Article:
116 3rd St SE
Cedar Rapids, Iowa 52401
CEDAR RAPIDS — As Washington High School (WHS) inducts three new members into its Performing Arts Hall of Fame, it continues the search for information from two past honorees.
“We feel like we’ve gone down the routes of the most logical,” said Hilery Livengood, Patrons of the Performing Arts volunteer.
During the pandemic, school volunteers conducted an inventory of all plaques in their 2003-built display case to update documentation and add information online. In the process, they discovered that eight honorees inducted in the 1990s were not included in the Performing Arts Hall of Fame display.
Because of how the information on honorees was passed down over the years, Livengood said no other information is known about the honorees, who could have been alumni, administrators or parents of students at the school who made significant contributions to the school’s performing arts.
With the help of former administrators, librarians and the school’s alumni office, six new biographical plaques have been created to honor some of the honorees missed:
- Paul Anthony, former music teacher
- Tom Chehak, Class of 1969
- Sharon Garvey Cohen, Class of 1981
- Suzi Sargeant McDonald, former director of drama
- John Quinn, former music teacher
- David Smith, former technical director
But two remain: Karen Hunt and Dr. John Moelnick, inducted in 1995 and 1997, respectively. Anyone with information about either is asked to contact WHS’ Patrons of the Performing Arts online at washppa.com.
New honorees to be inducted
This year, volunteer Mike Sinnott, former assistant technical director and scenic painter Pat Lammers and former lead building engineer Rick Veenstra will be honored during the annual Frankfurter Festival on Thursday. The honorees soon will be among the more than 80 inducted into the Hall of Fame, which honors former students, administrators and individuals who made major contributions to the school’s performing arts department through time, energy, money or other substantial participation.
In 2018, Lammers started painting her own works at home after 25 years of painting backdrops, creating props and working with hundreds of students, parent volunteers and directors. Over the years, she has served as a paraeducator, media secretary, student center secretary and principal’s secretary.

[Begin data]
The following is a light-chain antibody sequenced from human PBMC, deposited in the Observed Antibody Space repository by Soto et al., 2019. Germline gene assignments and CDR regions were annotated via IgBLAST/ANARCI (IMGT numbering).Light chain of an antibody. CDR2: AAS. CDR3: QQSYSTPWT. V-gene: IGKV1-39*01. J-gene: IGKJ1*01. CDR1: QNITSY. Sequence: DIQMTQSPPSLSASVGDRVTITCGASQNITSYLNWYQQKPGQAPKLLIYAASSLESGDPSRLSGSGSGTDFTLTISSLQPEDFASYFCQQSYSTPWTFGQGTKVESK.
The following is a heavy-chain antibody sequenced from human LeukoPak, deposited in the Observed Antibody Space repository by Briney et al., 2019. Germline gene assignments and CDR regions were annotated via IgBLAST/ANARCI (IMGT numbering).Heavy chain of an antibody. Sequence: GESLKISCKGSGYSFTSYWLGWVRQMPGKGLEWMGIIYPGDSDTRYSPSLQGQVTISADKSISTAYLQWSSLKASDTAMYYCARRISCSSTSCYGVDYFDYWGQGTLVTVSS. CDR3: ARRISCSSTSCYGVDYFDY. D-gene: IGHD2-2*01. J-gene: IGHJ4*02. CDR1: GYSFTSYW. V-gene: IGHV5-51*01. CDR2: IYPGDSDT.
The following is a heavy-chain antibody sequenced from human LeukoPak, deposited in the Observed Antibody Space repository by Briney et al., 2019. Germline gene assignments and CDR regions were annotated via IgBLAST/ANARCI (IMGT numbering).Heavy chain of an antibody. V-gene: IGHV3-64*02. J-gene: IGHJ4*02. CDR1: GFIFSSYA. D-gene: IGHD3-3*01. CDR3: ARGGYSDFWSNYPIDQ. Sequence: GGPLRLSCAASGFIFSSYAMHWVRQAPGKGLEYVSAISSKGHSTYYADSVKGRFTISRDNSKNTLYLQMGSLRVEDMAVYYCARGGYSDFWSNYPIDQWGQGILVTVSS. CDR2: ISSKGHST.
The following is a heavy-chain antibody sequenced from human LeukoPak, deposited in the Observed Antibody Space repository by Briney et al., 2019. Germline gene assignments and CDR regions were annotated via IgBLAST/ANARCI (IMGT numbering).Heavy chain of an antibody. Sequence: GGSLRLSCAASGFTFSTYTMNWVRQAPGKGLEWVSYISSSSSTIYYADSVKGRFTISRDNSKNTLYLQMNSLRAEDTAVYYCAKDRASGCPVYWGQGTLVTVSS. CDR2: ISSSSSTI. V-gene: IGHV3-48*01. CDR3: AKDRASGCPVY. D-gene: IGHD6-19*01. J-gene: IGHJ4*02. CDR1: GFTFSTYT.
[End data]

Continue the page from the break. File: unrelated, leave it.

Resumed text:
“I considered set painting with students my career,” Lammers said. “I am honored to have experienced working with a diverse population of wonderful kids.”
Sinnott started driving the Warrior Wagon in 1998, three months after graduating high school, and has been at the wheel ever since for band, orchestra and choir events. Since 1992, “Bubba” and the Warrior Wagon have traveled all across the state and road trips crisscrossing the country.
“ (Veenstra) went above and beyond when setting up countless events, adding the extra details as only someone could do after years of experience,” according to a news release from Washington High School.
Veenstra passed away in July 2019 in a boating accident while fishing at Palisades State Park, but leaves a legacy of strong support for the performing arts at the high school.
When: Thursday, May 13, starting at 5:30 p.m.
Where: Washington High School courtyard, 2205 Forest Drive SE, Cedar Rapids
Cost: Free of charge. Freewill donations accepted.
Details: Masks will be required at the event. Food will be available for purchase.
Distinction in the performing arts
Through its continued dedication to honoring a proud performing arts tradition, Washington High School said it often stands out among in secondary education.
“I’ve always said that if you take the pocket of Cedar Rapids schools … that within our radius, I would challenge anyone to find a stronger fine arts program in the country,” said Peter Westphalen, director of choirs for WHS. “It is quite sensational.”
In addition to administrative support and collegiality among fine arts staff, Westphalen credits the school’s long tradition of excellence in the area to a strong arts scene in southeast Cedar Rapids that ingrains music in students’ lives as they grow up, supporting their involvement in it.
The Hall of Fame, he said, inspires them to realize what they can become.
“Whether or not it’s in the field of being a professional musician, teacher, or even not in music, to excel in music to that degree probably means that you’re going to excel in whatever you do,” he said.
“As an alumna of the school, the performing arts have had high visibility and high appreciation. It’s not just academics and athletics,” said Livengood. “For students to be able to witness things that might have been on the horizon — it gives you an idea of whether you could walk in their path.”
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